Many Saudi activists believe that the official narrative is flawed and that al-Hwaiti was shot dead after recording a video documenting security forces storming his property.

In one video posted online, the damage to al-Hwaiti’s home can be seen, with walls riddled with bullet holes. In another video gunfire can be heard in the distance.

According to Saad al-Faqih, a London-based Saudi dissident, anyone who believed the official Saudi narrative was “completely ignorant and backward”. He added: “There’s no way that someone who has been following this story can possibly believe the authorities’ narrative.”

Activists say this latest development can been seen as part of some of the reality of the situation on the ground and recent significant shifts in internal policy led by the Saudi crown prince.

In the past two years, Saudi authorities have also arrested scores of scholars and activists as a significant move by the prince to further consolidate his position.

His recent measures have been dubbed by some as a precursor to introducing more secular-leaning laws.[3] Saudi authorities have eased some other restrictions, such as a decades-long ban on female drivers and public entertainment. In an unprecedented move, a royal decree last year also allowed Saudi women to travel abroad without a male guardian’s permission.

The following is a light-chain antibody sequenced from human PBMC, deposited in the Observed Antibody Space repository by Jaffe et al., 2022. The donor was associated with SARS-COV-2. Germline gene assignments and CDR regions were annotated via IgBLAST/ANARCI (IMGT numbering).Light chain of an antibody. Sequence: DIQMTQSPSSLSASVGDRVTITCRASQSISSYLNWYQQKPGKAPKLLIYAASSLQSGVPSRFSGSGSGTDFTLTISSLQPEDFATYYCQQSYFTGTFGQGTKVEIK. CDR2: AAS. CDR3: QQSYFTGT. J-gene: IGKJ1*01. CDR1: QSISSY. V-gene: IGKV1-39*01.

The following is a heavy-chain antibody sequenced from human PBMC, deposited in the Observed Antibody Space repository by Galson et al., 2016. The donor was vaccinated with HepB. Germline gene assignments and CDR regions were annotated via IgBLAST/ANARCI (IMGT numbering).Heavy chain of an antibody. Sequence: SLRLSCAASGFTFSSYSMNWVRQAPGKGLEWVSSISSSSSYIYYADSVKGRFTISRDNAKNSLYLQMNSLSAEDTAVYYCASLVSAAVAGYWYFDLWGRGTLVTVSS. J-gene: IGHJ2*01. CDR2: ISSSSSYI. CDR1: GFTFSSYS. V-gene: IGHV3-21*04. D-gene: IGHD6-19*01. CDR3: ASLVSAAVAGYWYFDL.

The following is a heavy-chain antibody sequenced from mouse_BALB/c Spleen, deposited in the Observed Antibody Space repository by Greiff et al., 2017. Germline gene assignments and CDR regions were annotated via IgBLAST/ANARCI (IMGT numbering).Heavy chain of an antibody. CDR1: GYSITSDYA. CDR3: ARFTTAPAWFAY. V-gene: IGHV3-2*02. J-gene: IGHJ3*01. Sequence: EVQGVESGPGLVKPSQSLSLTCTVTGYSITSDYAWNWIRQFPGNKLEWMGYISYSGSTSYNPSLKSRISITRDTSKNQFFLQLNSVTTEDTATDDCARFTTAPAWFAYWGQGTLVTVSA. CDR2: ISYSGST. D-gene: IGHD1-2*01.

Prosecutors in Saudi Arabia sought the death penalty for some prominent scholars, including the well-known Sheikh Salman al-Ouda, following an apparent secret trial.[4]

Amongst the dozens of prominent scholars, activists, and academics arrested by the Saudi authorities are Sheikh Salman al-Ouda, Sheikh Awad al-Qarni, Sheikh Mohammad Musa al-Sharif, Sheikh Muhammad Saleh al-Munajjid, and Sheikh Abdul Aziz at-Tarefe.[5]

The Kingdom has been embroiled in several scandals, including but not limited to the ongoing brutal war in Yemen and the murder of the prominent Saudi author and journalist, Jamal Khashoggi (raḥimahu Allāhu), which prompted worldwide outrage and increased scrutiny of the crown prince, who denies being involved in the killing.

Currently, there have been no further comments from the Kingdom, and based on previous scandals and palace affairs – which are often shrouded in secrecy – it is unlikely that we will hear much more.

Source: www.islam21c.com

Notes:

[1] https://www.youtube.com/watch?time_continue=1&v=jxq_DYcOtcY&feature=emb_logo

[2] https://www.aljazeera.com/news/2020/04/saudi-activists-dispute-official-narrative-hwaiti-killing-200417103626920.html

[3] https://www.islam21c.com/news-views/founder-of-worlds-most-popular-islamic-website-sh-munajjid-detained-in-new-saudi-arrest-spree/

[4] https://www.islam21c.com/news-views/saudi-prosecutor-seeks-death-penalty-for-scholar-salman-al-ouda/

[5] https://www.islam21c.com/news-views/founder-of-worlds-most-popular-islamic-website-sh-munajjid-detained-in-new-saudi-arrest-spree/

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2 comments

  1. 'Umar Abd-us-Salaam.

    MBS, the new Fir’awn.

  2. Project Neom?